Personal protective equipment
By QuaWanna Bannarbie
Those who know me know that I am a fan of styling my hair in an afro. I truly believe it is a glorious display of my natural crown. The afro has been described as “hair that defies gravity.” The afro stands at attention, in every direction, forward facing on the tops of our heads. To me the afro is a statuesque reminder that God has numbered every hair on our heads (Luke 12:7). The strands of my afro seem to know that they have the attention of their maker.
As we approach the winter months, you won’t see me wearing my natural afro out as much because the frigid air is not good for retaining moisture in my strands. (Yes, you are getting a lesson in Black hair today). To protect our hair from the harsh natural elements of the changing season, many Black women shift to wearing braid extensions and cornrows. We call this “protective styling.” Protective styling is meant to minimize manipulation of the hair because too much fuss with it when the weather is cold can make the hair brittle and break the hair.
Recently, I was heading into the Dollar Tree store on Centerbrooke Lane when I noticed two Black women who were wearing their hair in braids. The styles were quite elaborate and looked very nice on both women. Once I got into the store, I saw these same two women again. I was alarmed that neither of them were wearing face masks. I was surprised that they were not abiding by the store rules to wear masks inside the store. They put essential workers at risk.
As I left the store, I had a revelation about personal protective equipment vs. protective styling. I thought how interesting it was that these stylish women had taken necessary precautions to protect their beautiful hair strands, but they were not demonstrating that same precaution to protect their beautiful lives. It further occurred to me that our hair is dead cells. Which is more important to protect? Yet, they were walking around with nicely done braids and no mask on their faces. They were walking contradictions.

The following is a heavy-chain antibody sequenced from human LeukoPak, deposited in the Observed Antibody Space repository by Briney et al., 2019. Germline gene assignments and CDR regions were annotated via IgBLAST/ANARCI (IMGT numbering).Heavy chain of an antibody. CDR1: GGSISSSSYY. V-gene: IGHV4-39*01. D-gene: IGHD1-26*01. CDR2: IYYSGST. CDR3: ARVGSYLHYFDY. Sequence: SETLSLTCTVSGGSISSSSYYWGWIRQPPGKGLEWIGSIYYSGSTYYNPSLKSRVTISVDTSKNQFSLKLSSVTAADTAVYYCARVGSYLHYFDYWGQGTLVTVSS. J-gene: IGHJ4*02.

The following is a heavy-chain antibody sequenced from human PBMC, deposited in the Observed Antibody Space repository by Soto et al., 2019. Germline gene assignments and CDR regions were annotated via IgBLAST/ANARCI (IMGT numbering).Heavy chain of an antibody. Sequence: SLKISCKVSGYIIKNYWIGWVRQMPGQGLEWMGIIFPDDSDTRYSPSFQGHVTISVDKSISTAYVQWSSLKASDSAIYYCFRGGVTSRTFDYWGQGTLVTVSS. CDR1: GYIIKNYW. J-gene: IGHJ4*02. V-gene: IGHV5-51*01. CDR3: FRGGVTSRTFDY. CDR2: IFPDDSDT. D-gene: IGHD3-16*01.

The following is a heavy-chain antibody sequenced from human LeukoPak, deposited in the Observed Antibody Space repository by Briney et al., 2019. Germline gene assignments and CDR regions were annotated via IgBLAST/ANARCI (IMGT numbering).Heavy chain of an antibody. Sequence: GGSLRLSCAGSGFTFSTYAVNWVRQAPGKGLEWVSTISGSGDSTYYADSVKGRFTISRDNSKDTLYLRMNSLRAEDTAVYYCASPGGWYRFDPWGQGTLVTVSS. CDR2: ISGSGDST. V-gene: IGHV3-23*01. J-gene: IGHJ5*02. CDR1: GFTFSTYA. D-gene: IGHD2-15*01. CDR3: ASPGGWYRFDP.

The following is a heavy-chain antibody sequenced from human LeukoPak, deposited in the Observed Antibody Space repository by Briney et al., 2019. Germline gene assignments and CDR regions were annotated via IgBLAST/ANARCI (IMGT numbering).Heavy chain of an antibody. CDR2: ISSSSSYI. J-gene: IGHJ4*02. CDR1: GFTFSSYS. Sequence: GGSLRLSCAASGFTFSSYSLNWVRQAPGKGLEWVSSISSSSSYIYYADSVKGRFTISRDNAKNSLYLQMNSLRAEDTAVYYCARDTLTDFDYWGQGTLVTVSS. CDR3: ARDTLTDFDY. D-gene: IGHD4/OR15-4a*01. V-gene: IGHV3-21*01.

Let me be clear. I am not bashing Black women, protective styling or these sisters in my community. It is true that I am applying this tenet of wisdom as it relates to Black hair. Everyone can learn from this. These days, protective styling applies to our entire community when it comes to fighting the pandemic and reducing the risk of the spread of COVID-19. Whether you have natural hair like mine or not, we all should be more concerned about the protective actions we can take to protect ourselves and our community members.
The term personal protective equipment suggests selfish action, because PPE is designed to keep the wearer from harm, injury or infection. On the contrary, the wearing of PPE during this pandemic suggests that we love our neighbor as we love ourselves. When I see you wearing your mask, you are telling me that you love this afro-wearing mother of three even if you have never met me. When I see you wearing your mask, you are telling me that you are an obedient citizen, follower of rules and you can be trusted with my life even if you only passed me for the first time in the grocery aisle. When I see you wearing your mask, you are telling me that you believe in the sacredness of community and family. When you are not wearing your mask, you are as violent to me as Cain was to his brother Abel. When God asked him the whereabouts of his brother, he stated “Am I my brother’s keeper? (Genesis 4:9). May we heed the admonition of 1 John 3:12. Do not be like Cain who was murderous and evil with his actions. Please wear a mask and keep your neighbor out of death’s grasp.
QuaWanna Bannarbie is an adjunct professor of nonprofit leadership and management with Indiana Wesleyan University, National and Global. Connect with her via firstname.lastname@example.org.